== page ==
As soon as the New York Knicks showed Derek Fisher the door, speculation started that Warriors assistant coach Luke Walton would be the guy stepping onto the Madison Square Garden sideline next season. Indeed, the popular view is that Walton will be the first choice for whatever NBA job comes open next.
That’s great for him, of course. Or at least it would appear so on the surface. But Walton may want to tread with care when it comes to accepting any job offers. Because wherever he goes, the chances are he will be setting himself up for a pretty major fall.
All of this speculation is, of course, based upon Walton’s record as the interim coach of the Warriors this season. The Warriors were 39–4 during that period, and much of the media drooling over Walton’s potential as a head coach–particularly with the Knicks, where he’d be reunited with his old Los Angeles coach Phil Jackson–imagines that Walton would have about the same level of success with the team he takes over as he did in guiding the Warriors to that record breaking start.
That statement seems ridiculous on the surface; how could anyone possibly expect Walton to be that successful with a new team? After all, Walton got all those wins with the Warriors. This is not to say that he did a bad job steering the squad during his interim tenure, but the Dubs are clearly the best team in the league, and even Fisher might have had similar results had he been the one leading Golden State while Kerr recuperated. If Walton joins a team that was bad enough that they felt the need to fire their coach, it only makes sense that Walton will see a dip in his success level as he goes through the process of building up that new team.
Lest we forget: this scenario (almost) has already played out before. Alvin Gentry took his championship ring out of town and over to New Orleans before the start of this season to lead the supposedly up-and-coming Pelicans. It has not worked out well, to say the least. Part of that is the product of injury–Anthony Davis has missed significant time this year–so Gentry can’t really be blamed for a team that was in the playoffs last year but has now fallen so far down that they’re behind perennial laughingstock Sacramento (more about them tomorrow). Nevertheless, if things don’t rapidly improve in the Big Easy, Gentry will soon be cashing the Big Unemployment Check.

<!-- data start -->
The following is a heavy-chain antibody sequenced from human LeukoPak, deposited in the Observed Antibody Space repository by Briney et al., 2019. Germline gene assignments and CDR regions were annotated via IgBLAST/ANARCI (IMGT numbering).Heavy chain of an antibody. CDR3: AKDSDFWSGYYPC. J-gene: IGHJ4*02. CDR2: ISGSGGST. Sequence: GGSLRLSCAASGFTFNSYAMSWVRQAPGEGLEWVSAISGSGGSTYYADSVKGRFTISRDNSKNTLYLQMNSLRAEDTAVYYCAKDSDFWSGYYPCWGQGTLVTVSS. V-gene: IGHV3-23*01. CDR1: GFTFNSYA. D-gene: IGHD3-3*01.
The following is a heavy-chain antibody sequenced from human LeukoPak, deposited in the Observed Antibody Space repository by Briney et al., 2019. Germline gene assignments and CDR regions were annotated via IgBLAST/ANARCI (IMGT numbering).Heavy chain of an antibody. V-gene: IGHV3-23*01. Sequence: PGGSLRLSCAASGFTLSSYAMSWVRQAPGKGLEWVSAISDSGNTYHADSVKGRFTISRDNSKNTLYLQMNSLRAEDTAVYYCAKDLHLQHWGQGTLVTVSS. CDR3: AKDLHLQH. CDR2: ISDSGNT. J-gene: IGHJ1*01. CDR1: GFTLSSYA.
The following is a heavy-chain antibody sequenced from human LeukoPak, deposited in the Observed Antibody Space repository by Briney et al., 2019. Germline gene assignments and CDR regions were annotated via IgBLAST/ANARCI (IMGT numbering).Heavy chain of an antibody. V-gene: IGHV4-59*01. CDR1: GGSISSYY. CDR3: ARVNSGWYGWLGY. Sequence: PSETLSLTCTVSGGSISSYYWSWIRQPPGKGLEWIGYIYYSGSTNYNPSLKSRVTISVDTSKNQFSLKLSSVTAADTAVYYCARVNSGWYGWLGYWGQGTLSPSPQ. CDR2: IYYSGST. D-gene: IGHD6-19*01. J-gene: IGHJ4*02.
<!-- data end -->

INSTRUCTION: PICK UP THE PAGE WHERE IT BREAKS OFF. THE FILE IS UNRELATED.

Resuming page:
Those sky-high expectations, irrational as they may be, will similarly come back to damage Luke Walton. Even with reasonable of success next season, there will still be people who will expect him to lead his new team to a single digit loss total for the first half of the season. And if all that takes place in New York–where calm, reasoned rationality is not the hallmark of the local sports media–Walton may find himself covered in a stink that will be hard to wash away for the rest of his coaching career (if any).
The prudent choice for Walton might be to make no choice at all. Stay put with the Warriors after this season, give them one more go-around, and then accept a gig for the 2017-18 season–when all the hoopla and hype have died down and he has a chance to step into a new situation without the lunacy that will greet his hiring right now.
That won’t happen, of course. Walton will undoubtedly accept an offer from some team once the Warriors have finished playing this season, most probably in June. I certainly wish him luck wherever he lands–but the landing may wind up a lot harder than anyone, including Walton himself–currently thinks it will be.